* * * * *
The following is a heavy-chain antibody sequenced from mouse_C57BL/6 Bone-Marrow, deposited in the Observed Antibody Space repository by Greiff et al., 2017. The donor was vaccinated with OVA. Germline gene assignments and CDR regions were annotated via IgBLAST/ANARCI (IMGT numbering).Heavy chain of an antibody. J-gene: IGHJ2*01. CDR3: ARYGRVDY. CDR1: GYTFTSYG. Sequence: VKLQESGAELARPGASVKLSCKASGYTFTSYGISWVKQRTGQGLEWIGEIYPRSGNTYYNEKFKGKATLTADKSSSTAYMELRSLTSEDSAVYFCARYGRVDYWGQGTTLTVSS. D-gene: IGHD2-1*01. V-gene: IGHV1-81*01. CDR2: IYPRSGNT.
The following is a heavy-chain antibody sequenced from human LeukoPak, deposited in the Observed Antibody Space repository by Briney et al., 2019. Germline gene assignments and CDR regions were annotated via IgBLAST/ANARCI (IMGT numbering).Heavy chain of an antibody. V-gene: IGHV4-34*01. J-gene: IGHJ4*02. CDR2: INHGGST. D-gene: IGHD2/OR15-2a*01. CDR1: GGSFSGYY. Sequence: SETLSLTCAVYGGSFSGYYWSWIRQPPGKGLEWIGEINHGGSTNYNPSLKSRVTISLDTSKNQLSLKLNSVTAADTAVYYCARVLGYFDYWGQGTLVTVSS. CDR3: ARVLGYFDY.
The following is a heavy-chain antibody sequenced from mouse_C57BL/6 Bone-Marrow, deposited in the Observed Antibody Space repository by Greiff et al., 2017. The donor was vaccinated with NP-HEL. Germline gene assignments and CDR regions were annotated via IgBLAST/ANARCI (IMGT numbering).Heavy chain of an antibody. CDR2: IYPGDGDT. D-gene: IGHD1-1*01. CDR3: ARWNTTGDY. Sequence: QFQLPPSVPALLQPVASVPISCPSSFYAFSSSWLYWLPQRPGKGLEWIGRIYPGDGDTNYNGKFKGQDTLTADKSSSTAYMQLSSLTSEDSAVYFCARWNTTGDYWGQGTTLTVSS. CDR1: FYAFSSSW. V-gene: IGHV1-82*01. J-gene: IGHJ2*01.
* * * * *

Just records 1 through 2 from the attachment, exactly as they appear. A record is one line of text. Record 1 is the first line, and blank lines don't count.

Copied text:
The following is a heavy-chain antibody sequenced from mouse_C57BL/6 Bone-Marrow, deposited in the Observed Antibody Space repository by Greiff et al., 2017. The donor was vaccinated with OVA. Germline gene assignments and CDR regions were annotated via IgBLAST/ANARCI (IMGT numbering).Heavy chain of an antibody. J-gene: IGHJ2*01. CDR3: ARYGRVDY. CDR1: GYTFTSYG. Sequence: VKLQESGAELARPGASVKLSCKASGYTFTSYGISWVKQRTGQGLEWIGEIYPRSGNTYYNEKFKGKATLTADKSSSTAYMELRSLTSEDSAVYFCARYGRVDYWGQGTTLTVSS. D-gene: IGHD2-1*01. V-gene: IGHV1-81*01. CDR2: IYPRSGNT.
The following is a heavy-chain antibody sequenced from human LeukoPak, deposited in the Observed Antibody Space repository by Briney et al., 2019. Germline gene assignments and CDR regions were annotated via IgBLAST/ANARCI (IMGT numbering).Heavy chain of an antibody. V-gene: IGHV4-34*01. J-gene: IGHJ4*02. CDR2: INHGGST. D-gene: IGHD2/OR15-2a*01. CDR1: GGSFSGYY. Sequence: SETLSLTCAVYGGSFSGYYWSWIRQPPGKGLEWIGEINHGGSTNYNPSLKSRVTISLDTSKNQLSLKLNSVTAADTAVYYCARVLGYFDYWGQGTLVTVSS. CDR3: ARVLGYFDY.